‘It will be a very problematic nomination…’
(Jennifer Haberkorn, Los Angeles Times) President Donald Trump’s expected pick to fill a seat on the Federal Reserve is running into significant trouble in the Senate, where Republicans have expressed skepticism over Stephen Moore‘s past writings and statements about women.
“It will be a very problematic nomination,” said Sen. Lindsey Graham, R-S.C., a close ally of Trump.
Moore, a conservative economist and commentator who served as a Trump campaign adviser, has not yet been formally nominated, though Trump has said he would be “great” on the Fed.
In recent days, closer scrutiny of Moore’s previous articles and interviews has raised questions about his views on women, equal pay, child labor and equality in sports.
“Obviously I would have concerns about some of his writings on women, some of his economic policies and whether or not he believes in the independence of the Federal Reserve,” said Sen. Susan Collins, R-Maine. “But I think this debate is premature until we see that the president is going to go through with the nomination.”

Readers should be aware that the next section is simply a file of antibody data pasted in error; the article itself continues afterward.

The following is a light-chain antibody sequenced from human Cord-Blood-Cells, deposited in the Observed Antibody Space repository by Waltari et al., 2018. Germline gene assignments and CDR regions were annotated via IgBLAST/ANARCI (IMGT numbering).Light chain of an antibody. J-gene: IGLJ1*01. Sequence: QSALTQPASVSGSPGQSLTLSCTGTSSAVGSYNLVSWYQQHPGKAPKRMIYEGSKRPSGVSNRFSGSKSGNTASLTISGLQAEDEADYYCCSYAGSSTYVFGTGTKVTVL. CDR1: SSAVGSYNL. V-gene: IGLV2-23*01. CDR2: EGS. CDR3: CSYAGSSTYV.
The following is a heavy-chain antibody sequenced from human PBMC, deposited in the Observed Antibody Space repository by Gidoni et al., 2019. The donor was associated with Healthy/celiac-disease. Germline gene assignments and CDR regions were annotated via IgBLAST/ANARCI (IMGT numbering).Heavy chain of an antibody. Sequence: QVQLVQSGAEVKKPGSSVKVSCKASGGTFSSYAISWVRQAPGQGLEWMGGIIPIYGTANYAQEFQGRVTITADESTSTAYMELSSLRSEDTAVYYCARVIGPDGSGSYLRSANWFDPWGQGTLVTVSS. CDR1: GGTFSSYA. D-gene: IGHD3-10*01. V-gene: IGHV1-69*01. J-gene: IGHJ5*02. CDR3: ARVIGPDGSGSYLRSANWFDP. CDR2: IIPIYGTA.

Sen. Joni Ernst, R-Iowa, said she was “not enthused” about voting for Moore.
With a 53-seat Senate majority, Republicans can only afford to lose three votes, assuming all Democrats vote against Moore.
It would mark the second time the White House has had to pull a candidate for the Federal Reserve. Just weeks ago, businessman Herman Cain said he would not pursue the post after four Republican senators indicated they would not support his nomination.
Moore has defended himself, saying some of his past remarks were ill considered and others were intended as humor. He has described the attacks against him as a smear campaign.
The White House said Monday it is reviewing Moore’s past writings.
“Capital is pretty precious in a divided government,” said Sen. Kevin Cramer, R-N.D. “It’s up to the White House how much capital they want to spend on getting Stephen over the finish line.”
According to articles reviewed by CNN, Moore denounced women in sports as a “travesty” and said that women should not be referees—unless they were attractive. He has since apologized for those remarks.
In 2014, he questioned the implications for society if women earn more than men.
“We don’t really know, but it could be disruptive to family stability,” he wrote in the National Review. “If men aren’t the breadwinners, will women regard them as economically expendable?”
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